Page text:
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Help, I need a simple, quick recipe for salmon to impress the in-laws!

My in-laws are coming to town for the 1st time and I'm a little freaked out at the thought of cooking for them because they are ultra picky about things being too greasy, too salty... basically, too anything. Since I also have to go pick them up at the airport, I need something that cooks up pretty fast (i.e. no roasts, etc.), so I was thinking of preparing a side of salmon (there will be 7 of us for dinner). Another thing: I will probably be serving it with rice, kimchee and a couple of other simple banchans (Korean style sides) with dinner.

Thanks in advance!

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  1. barefoot contessa has a delicious asian grilled salmon that would go well with your sides.

    1. Thanks beelzebozo! Since I don't have a gril, do you think that would be just as good baked in the oven?

      2 Replies
      1. re: spkspk

        Could also do something En Papillote.....parchment or foil...using whatever flavorings you crave that will compliment the salmon....makes for nice individual presentation , user friendly......this is all moot if you wanted to make the entire side part of the presentation, however the moist foil method would also work on the side as well......

        1. re: Saddleoflamb

          Yes - baking is easy and delish. I recently did a baked salmon with a Romesco sauce that was terrific - whole salmon is more dramatic but a filet will work, too - rub with olive oil and use salt and pepper and any herbs you like - wrap in foil and bake -- meanwhile saute red pepper, onion, garlic and then set aside when tender - put blanched almonds in food proessor andgrind - then add tender veggies and puree - salt, pepper, taste - yummm... serve on top of salmon... terrific, easy and beautiful (recipe from New York Times Passover Cookbook if you need exact amounts - I etnd to think of receips ars guidelines unless I'm baking). Enjoy.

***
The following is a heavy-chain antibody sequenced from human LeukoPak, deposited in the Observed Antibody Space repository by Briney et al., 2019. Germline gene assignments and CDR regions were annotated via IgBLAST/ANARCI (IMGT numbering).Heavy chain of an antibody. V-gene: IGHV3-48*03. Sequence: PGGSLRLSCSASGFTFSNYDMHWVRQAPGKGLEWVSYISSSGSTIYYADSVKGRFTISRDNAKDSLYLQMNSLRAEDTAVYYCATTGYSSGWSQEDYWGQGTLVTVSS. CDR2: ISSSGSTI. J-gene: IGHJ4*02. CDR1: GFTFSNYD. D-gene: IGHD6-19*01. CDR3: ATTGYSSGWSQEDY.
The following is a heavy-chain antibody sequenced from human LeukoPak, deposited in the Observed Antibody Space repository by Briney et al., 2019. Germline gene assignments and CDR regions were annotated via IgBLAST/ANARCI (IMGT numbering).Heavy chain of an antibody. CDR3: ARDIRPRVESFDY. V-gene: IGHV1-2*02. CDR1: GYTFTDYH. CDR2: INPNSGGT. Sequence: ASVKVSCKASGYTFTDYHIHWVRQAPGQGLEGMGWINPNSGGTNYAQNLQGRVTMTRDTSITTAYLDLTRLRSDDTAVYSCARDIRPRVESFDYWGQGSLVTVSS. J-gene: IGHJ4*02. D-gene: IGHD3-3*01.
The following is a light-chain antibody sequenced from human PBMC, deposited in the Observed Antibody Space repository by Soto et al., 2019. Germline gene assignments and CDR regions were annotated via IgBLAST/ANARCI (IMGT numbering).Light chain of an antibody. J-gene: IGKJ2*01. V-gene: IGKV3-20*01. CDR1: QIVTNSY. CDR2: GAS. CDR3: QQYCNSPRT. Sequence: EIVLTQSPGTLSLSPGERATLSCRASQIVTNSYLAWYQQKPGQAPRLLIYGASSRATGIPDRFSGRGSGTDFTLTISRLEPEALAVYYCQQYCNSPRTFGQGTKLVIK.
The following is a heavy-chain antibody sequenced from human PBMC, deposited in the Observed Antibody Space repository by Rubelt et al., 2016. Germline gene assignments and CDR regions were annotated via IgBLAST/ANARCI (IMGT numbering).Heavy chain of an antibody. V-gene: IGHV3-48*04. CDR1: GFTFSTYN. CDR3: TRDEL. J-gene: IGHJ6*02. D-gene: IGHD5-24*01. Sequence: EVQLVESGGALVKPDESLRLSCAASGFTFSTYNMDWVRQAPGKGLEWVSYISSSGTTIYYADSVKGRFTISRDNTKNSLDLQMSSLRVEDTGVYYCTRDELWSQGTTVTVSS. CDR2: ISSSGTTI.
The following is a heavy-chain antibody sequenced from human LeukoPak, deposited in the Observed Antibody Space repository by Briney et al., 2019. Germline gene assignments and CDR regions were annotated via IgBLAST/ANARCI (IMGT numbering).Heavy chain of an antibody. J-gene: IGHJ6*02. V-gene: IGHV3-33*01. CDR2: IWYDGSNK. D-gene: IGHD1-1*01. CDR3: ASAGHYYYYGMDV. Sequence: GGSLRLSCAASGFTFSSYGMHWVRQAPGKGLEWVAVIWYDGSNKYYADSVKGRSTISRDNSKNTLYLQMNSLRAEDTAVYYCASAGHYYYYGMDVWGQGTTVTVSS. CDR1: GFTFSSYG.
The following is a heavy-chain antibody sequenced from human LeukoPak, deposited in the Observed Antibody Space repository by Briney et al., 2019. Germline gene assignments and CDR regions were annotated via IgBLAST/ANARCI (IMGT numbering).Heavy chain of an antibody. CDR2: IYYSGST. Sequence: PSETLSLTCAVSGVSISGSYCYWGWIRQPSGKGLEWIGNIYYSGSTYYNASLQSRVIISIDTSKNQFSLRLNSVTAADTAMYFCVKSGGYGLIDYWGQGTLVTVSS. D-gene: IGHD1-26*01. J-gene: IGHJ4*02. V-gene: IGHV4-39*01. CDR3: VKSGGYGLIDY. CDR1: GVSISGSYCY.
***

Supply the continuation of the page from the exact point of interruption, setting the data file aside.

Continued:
2. I have my own recipe. Combine 3 cups of baby spinach, 2 cups of mushroomschopped, 2 medium size tomatoes diced and 1/4 cup sundried tomato salad dressing. Place salmon in foilwrap cover with mixture, tent the foilwrap and bake in 375 degree oven for approximately 40 minutes. I use a thermometer to check salmon and when it reaches 170 degrees it is done.

        1 Reply
        1. re: Isabelle

          Yum!! It's not too liquidy when done? I"m thinking the spinach sweats, mushrooms sweat, tomaotes sweat and then 1/4 cup of more liquid?

        2. An alternative is to simply poach for a few minutes in water with salt, pepper corns, and lemon juice. Serve with a couple of sauces that each can spoon on or dip. For example--a mix of soy sauce, fish sauce, lime juice & chopped chiles & chives or somethinng more Korean. This way you won't have anything basically too greasy, salty, or anything. Since you're (I assume) doing things Asian style, serve the whole fillet or portions on a bed of chopped iceburg or napa and sprinkled with chopped chives or thinly sliced green onion.

          5 Replies
          1. re: Sam Fujisaka

            I love to serve fish on lettuces.I made a shrimp dish the other night using a mix of plum sauce, ginger root, garlic and soy. Skewered and laid on a salad bed or lettuces, tomatoes, scallions, cilantro, and other things. But you could skewer the salmon and do the very same thing. I love all seafood on lettuces or cabbages, exactly as you say.

            Here is ia photo of my last shrimp dish, but I have salmon in the freezer waiting to be done the same way. You can skewer a larger length of salmon for a nice serving on a bed of greens. And it is never greasy.

            1. re: chef chicklet

              chef, exactly. The greens are healthy and eaten with the fish or shrimp, and sauce; and presentation is always good.

              1. re: Sam Fujisaka

                great textures, hot and cold thing, lots of flavors not to mention it just looks so darn pretty!

              2. re: chef chicklet

                I made the following recent recipe from bon appetit for a dinner party last night. (salmon with lemon-pepper sauce and watercress-herb salad) It was delicious, looked elegant, and can be prepped entirely before hand and cooked quickly. I made the sauce and marinade the day before; you can wash the greens before hand too. Then you just have to marinate the salmon for 15 or 20 minutes, bake for 15 minutes, and you're ready to serve.


                1. re: DGresh

                  yum that looks terrific! We would gobble that up, thanks for the link!

            2. If your in-laws are fans of garlic, my mom makes this great garlic-pepper salmon fillet really quick in the toaster oven (I guess it's easier for her to control and monitor than in the larger oven, but if you are feeding seven, then go with the oven). Since you are serving it with Asian/Korean sides it would probably go quite well, and you can adjust the garlic to your liking.

              I'm not sure of the exact proportions, but all you have to do is top some salmon fillets (we don't use any more than an inch thick, it may get tough and chewy) with a little olive oil, minced garlic, lots and lots of pepper, and chopped cilantro leaves. Squirt with a little lime juice and dash with soy sauce. You can throw in red pepper for extra spiciness too. My family loves garlic so this is a good one for us!